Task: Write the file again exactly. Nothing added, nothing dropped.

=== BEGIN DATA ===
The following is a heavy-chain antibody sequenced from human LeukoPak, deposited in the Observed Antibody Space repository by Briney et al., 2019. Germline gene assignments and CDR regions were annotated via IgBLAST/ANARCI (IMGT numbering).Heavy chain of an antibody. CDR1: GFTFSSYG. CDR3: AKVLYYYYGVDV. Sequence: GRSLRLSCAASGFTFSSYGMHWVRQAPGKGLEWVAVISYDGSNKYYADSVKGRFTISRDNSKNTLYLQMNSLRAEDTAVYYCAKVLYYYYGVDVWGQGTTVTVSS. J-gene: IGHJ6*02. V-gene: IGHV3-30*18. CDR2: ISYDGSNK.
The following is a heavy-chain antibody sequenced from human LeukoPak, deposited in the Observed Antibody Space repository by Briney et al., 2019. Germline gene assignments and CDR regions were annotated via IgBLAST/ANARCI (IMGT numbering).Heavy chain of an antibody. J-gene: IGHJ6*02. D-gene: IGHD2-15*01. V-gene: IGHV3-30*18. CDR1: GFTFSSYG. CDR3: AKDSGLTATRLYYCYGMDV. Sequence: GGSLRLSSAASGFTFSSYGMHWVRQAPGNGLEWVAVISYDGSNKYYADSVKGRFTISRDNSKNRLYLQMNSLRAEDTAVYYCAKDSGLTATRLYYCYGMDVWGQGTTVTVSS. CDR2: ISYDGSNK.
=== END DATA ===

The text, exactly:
The following is a heavy-chain antibody sequenced from human LeukoPak, deposited in the Observed Antibody Space repository by Briney et al., 2019. Germline gene assignments and CDR regions were annotated via IgBLAST/ANARCI (IMGT numbering).Heavy chain of an antibody. CDR1: GFTFSSYG. CDR3: AKVLYYYYGVDV. Sequence: GRSLRLSCAASGFTFSSYGMHWVRQAPGKGLEWVAVISYDGSNKYYADSVKGRFTISRDNSKNTLYLQMNSLRAEDTAVYYCAKVLYYYYGVDVWGQGTTVTVSS. J-gene: IGHJ6*02. V-gene: IGHV3-30*18. CDR2: ISYDGSNK.
The following is a heavy-chain antibody sequenced from human LeukoPak, deposited in the Observed Antibody Space repository by Briney et al., 2019. Germline gene assignments and CDR regions were annotated via IgBLAST/ANARCI (IMGT numbering).Heavy chain of an antibody. J-gene: IGHJ6*02. D-gene: IGHD2-15*01. V-gene: IGHV3-30*18. CDR1: GFTFSSYG. CDR3: AKDSGLTATRLYYCYGMDV. Sequence: GGSLRLSSAASGFTFSSYGMHWVRQAPGNGLEWVAVISYDGSNKYYADSVKGRFTISRDNSKNRLYLQMNSLRAEDTAVYYCAKDSGLTATRLYYCYGMDVWGQGTTVTVSS. CDR2: ISYDGSNK.